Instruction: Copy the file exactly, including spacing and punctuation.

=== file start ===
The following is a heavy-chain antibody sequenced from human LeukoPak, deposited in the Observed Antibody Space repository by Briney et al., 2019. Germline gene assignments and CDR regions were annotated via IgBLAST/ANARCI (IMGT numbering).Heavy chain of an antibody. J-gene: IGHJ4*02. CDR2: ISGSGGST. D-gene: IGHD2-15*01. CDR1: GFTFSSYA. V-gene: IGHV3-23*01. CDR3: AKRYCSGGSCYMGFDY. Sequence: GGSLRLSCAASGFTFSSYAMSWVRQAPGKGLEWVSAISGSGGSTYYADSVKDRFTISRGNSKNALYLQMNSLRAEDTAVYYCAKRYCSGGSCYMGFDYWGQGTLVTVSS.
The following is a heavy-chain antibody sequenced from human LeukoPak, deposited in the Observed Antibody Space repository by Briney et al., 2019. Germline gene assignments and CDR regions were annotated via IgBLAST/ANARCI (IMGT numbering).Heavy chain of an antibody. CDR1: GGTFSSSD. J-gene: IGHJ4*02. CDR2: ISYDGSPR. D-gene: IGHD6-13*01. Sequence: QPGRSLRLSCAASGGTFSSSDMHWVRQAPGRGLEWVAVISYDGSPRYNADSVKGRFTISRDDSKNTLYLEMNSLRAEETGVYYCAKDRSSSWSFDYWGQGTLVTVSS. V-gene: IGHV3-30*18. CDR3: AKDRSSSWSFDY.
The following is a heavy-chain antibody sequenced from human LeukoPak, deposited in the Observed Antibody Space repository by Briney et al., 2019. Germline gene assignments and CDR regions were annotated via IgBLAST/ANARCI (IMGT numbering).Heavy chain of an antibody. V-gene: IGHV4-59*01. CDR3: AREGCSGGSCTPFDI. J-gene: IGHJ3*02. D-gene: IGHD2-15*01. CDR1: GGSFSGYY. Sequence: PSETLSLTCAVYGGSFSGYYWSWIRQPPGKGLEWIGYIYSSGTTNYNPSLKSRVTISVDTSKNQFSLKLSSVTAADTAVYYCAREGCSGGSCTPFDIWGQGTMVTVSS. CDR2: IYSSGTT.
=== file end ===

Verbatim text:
The following is a heavy-chain antibody sequenced from human LeukoPak, deposited in the Observed Antibody Space repository by Briney et al., 2019. Germline gene assignments and CDR regions were annotated via IgBLAST/ANARCI (IMGT numbering).Heavy chain of an antibody. J-gene: IGHJ4*02. CDR2: ISGSGGST. D-gene: IGHD2-15*01. CDR1: GFTFSSYA. V-gene: IGHV3-23*01. CDR3: AKRYCSGGSCYMGFDY. Sequence: GGSLRLSCAASGFTFSSYAMSWVRQAPGKGLEWVSAISGSGGSTYYADSVKDRFTISRGNSKNALYLQMNSLRAEDTAVYYCAKRYCSGGSCYMGFDYWGQGTLVTVSS.
The following is a heavy-chain antibody sequenced from human LeukoPak, deposited in the Observed Antibody Space repository by Briney et al., 2019. Germline gene assignments and CDR regions were annotated via IgBLAST/ANARCI (IMGT numbering).Heavy chain of an antibody. CDR1: GGTFSSSD. J-gene: IGHJ4*02. CDR2: ISYDGSPR. D-gene: IGHD6-13*01. Sequence: QPGRSLRLSCAASGGTFSSSDMHWVRQAPGRGLEWVAVISYDGSPRYNADSVKGRFTISRDDSKNTLYLEMNSLRAEETGVYYCAKDRSSSWSFDYWGQGTLVTVSS. V-gene: IGHV3-30*18. CDR3: AKDRSSSWSFDY.
The following is a heavy-chain antibody sequenced from human LeukoPak, deposited in the Observed Antibody Space repository by Briney et al., 2019. Germline gene assignments and CDR regions were annotated via IgBLAST/ANARCI (IMGT numbering).Heavy chain of an antibody. V-gene: IGHV4-59*01. CDR3: AREGCSGGSCTPFDI. J-gene: IGHJ3*02. D-gene: IGHD2-15*01. CDR1: GGSFSGYY. Sequence: PSETLSLTCAVYGGSFSGYYWSWIRQPPGKGLEWIGYIYSSGTTNYNPSLKSRVTISVDTSKNQFSLKLSSVTAADTAVYYCAREGCSGGSCTPFDIWGQGTMVTVSS. CDR2: IYSSGTT.